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    I love the unicorn! And I know exactly how that happened because I’ve done it! Lol.
     
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  4. healingin2020

    healingin2020 New Fapstronaut

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    Hi, I'm new here and learning. What is a csat? I'm a spouse and trying to understand what I can do to get help for myself and my guy. Thanks
     
  5. Psalm27:1my light

    Psalm27:1my light Fapstronaut

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    Certified sexual addiction specialist. A great resource for you is Bloom for women. A lot of great information for free.
     
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  6. EyesWideOpen

    EyesWideOpen Fapstronaut

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    I don't know that the trust will ever be repaired to 100%.
     
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  7. Real Roboin

    Real Roboin Fapstronaut

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    Not here, never again.
     
  8. healingin2020

    healingin2020 New Fapstronaut

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    Thank you for sharing that site, it's been v helpful. Looking for any all things to learn as this is an area that I feel very lost in. We are just starting couples therapy this week and he will start his own individual therapy next month.
     
  9. InappropriateUsername

    InappropriateUsername Fapstronaut

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    The problem with this addiction (at least one that’s different than others) is that it is easy to hide it, unlike drugs or alcohol.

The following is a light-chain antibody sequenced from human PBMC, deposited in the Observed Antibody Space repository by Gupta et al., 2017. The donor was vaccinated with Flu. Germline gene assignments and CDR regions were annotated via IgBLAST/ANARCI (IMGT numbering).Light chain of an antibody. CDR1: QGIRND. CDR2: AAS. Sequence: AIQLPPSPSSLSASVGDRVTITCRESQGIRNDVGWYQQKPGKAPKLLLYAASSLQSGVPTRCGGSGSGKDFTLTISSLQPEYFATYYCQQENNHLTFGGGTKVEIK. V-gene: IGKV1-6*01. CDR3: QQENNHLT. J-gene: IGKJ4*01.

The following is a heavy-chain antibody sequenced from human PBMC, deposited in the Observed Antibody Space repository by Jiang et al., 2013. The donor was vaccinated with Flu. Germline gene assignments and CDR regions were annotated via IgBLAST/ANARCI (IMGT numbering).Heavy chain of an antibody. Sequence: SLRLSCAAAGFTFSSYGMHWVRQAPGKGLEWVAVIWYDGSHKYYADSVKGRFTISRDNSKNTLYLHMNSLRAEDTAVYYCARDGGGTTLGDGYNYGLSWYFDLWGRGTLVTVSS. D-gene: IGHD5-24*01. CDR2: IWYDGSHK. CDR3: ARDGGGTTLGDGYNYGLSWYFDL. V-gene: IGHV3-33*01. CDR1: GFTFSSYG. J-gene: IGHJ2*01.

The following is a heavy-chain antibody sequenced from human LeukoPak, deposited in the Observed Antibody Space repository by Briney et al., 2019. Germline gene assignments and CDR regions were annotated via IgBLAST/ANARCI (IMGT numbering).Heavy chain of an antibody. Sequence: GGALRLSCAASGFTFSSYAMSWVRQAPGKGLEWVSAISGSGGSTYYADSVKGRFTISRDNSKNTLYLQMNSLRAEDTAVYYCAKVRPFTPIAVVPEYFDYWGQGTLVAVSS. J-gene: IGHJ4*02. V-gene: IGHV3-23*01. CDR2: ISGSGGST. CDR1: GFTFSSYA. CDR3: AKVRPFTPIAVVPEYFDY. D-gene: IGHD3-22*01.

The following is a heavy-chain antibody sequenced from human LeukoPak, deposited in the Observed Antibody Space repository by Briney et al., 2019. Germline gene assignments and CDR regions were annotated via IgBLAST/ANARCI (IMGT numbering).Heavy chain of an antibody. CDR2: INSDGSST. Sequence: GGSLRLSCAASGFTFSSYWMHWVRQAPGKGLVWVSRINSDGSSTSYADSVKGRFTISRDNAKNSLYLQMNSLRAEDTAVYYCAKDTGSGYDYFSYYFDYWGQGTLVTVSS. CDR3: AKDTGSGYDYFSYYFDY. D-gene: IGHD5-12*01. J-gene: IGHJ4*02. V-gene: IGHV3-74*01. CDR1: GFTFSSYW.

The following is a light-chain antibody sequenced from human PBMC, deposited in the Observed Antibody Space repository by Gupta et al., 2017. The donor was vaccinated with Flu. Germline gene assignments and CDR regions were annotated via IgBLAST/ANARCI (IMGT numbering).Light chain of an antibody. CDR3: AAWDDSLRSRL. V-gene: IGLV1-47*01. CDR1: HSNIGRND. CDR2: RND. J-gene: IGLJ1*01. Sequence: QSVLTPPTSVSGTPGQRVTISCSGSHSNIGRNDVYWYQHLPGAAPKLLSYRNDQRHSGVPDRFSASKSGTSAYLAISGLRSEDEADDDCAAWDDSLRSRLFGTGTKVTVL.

Addicts carry a huge amount of guilt and shame b/c they can’t stop themselves, they hurt their partners and they live a lie (that everything is okay). The hardest thing for an addict to do is tell the truth. Until your husband can always be 100% about his addiction, his behavior, relapses and their consequences, he can’t begin to gain your trust. He has to do this, and he needs to go back to his meetings, do recovery work and probably the therapist too.

    it’s horrible that this hurts our partners, but as addicts we have to be 100% accountable for our actions.

    But remember to take care of you. Betrayal trauma is real and can do a lot of hurt. You can support him, but he has to do the work. Do what you need to for your own well being.
     
  10. Psalm27:1my light

    Psalm27:1my light Fapstronaut

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    Can you see a csat alone? In my opinion this would be far more helpful/beneficial to you than couples counseling at this point. Until the addict is in recovery and has been clean, couples counseling isn’t going to do much good.
     
  11. InappropriateUsername

    InappropriateUsername Fapstronaut

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    I think that makes 100% sense.
     
  12. MountainInMyWay

    MountainInMyWay New Fapstronaut

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    This spoke to me so much - I feel I could have written it word for word. Thank you for posting it.

    Also, OP I’m so sorry for this heartbreaking situation. There are so many similarities in our stories/feelings.
     
  13. Psalm27:1my light

    Psalm27:1my light Fapstronaut

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    Thank you! I think most of us have similar stories. I can honestly say that I wouldn’t change what I have gone through. It has made me strong. It has made me more empathetic. It has helped me protect my children! Very few moms understand how horrific pmo is. I talk openly with my kids and with other parents. I am who I am because of this experience and I really like me! I love my relationship with my kids and I believe I have that because I focused on them and myself when it was apparent my husband was not going to change. Now, 28 years later, I’m reaping huge benefits while my husband is looking back, eyes clear from addiction, and seeing the selfish child he was. He’s trying to play catch up/make up for years that he just wasn’t present for any of us.